Sun Microsystems introduced SPARC (Scalable Processor Architecture) RISC (Reduced Instruction-Set Computing) in 1987. Building upon UC Berkeley RISC and Sun compiler and operating system developments, SPARC architecture was highly adaptable to evolving semiconductor, software, and system technology and user needs. Over the course of its life the SPARC processor architecture has powered millions of servers and workstations and is still a leading and highly valued technology. Today, Oracle continues to engineer new levels of excellence into the SPARC architecture delivering the highest performance scalable servers, for engineering, enterprise, Internet and cloud computing applications

The first SPARC processor debuted in 1986 and was the CPU for the Sun-4 workstation the following year. In 1992 Sun launched its first high-end SPARC server, the successful SPARCcenter 2000. Today, the SPARC processor family is used in Oracle’s enterprise servers to create architectures that are optimized for a powerful mix of application types, from CRM systems and Java/Web middleware infrastructure applications to mission-critical ERP and back-end OLTP/data warehousing enterprise applications that depend on high availability and scalability.

According to Wikipedia,  there have been three major revisions of the architecture. The first published revision was the 32-bit SPARC Version 7 (V7) in 1986. SPARC Version 8 (V8), an enhanced SPARC architecture definition, was released in 1990. The main differences between V7 and V8 were the addition of integer multiply and divide instructions, and an upgrade from 80-bit “extended precision” floating-point arithmetic to 128-bit “quad-precision” arithmetic. SPARC V8 served as the basis for IEEE Standard 1754-1994, an IEEE standard for a 32-bit microprocessor architecture.  SPARC Version 9, the 64-bit SPARC architecture, was released by SPARC International in 1993. It was developed by the SPARC Architecture Committee consisting of Amdahl CorporationFujitsuICLLSI LogicMatsushitaPhilipsRoss TechnologySun Microsystems, and Texas Instruments.

A very interesting post titled SPARC History from 1987 to 2010 provides more history and background information.

You can register for the Feb 13th event here.

UC-Berkeley to receive IEEE Milestone for RISC Project on Feb 12, 2015

Friday, January 9th, 2015

The UC-Berkeley RISC milestone plaque will be unveiled at 3:30 PM Feb. 12, 2015 in the lobby on the 3rd floor of Soda Hall, Berkeley’s Computer Science building. Speakers will include IEEE 2015 President Howard Michel, Professor David Patterson, and several others.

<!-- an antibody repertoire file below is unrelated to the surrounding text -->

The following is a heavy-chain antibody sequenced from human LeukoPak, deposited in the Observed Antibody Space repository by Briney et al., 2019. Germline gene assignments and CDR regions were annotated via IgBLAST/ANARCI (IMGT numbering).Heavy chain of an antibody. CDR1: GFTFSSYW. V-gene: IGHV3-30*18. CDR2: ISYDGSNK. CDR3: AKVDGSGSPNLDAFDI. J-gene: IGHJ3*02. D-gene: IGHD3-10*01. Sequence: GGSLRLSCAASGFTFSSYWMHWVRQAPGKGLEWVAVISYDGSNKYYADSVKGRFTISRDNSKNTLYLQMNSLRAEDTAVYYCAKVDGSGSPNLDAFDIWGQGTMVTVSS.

The unveiling will be part of the program for UC-Berkeley’s annual one-day research program (BEARS) that is focused on current research.  Approximately 250 professionals from Silicon Valley and elsewhere will attend. Many of those attendees likely will attend the brief unveiling ceremony and thereby fill the space in the lobby where the plaque will be displayed.

Relevance of the RISC research project:

UC-Berkeley students designed and built the first VLSI reduced instruction-set computer in 1981. The simplified instructions of RISC-I reduced the hardware for instruction decode and control, which enabled a flat 32-bit address space, a large set of registers, and pipelined execution. A good match to C programs and the Unix operating system, RISC-I influenced instruction sets widely used today, including those for game consoles, smartphones and tablets.

From Prof. David Hodges:

In the 1970s, the general trend in in computer design was to increase the complexity of computer architectures. The thought was that this would best exploit the rapidly advancing capabilities of semiconductor technology. The popular DEC VAX 11-780 was the leading example. About 280 machine-language instructions were implemented in the VAX hardware.  The VAX 11-780, a so-called super minicomputer, was advertised as exercising 1 million instructions/second and sold for about $100,000. This class of computers was then termed CISCs, or complex instruction set computers.

UC-Berkeley Professors David Patterson and Carlo Sequin observed that compilers for high-level computer languages, such as C, rarely utilized the added instructions. They thought that overall performance could be improved by optimizing the combination of processor function and memory on a single chip. Better overall performance at a much lower cost might be achieved by simplifying the processor, thereby allowing more chip area to be devoted to memory. Thus the goal was defined as a RISC, or reduced instruction set computer.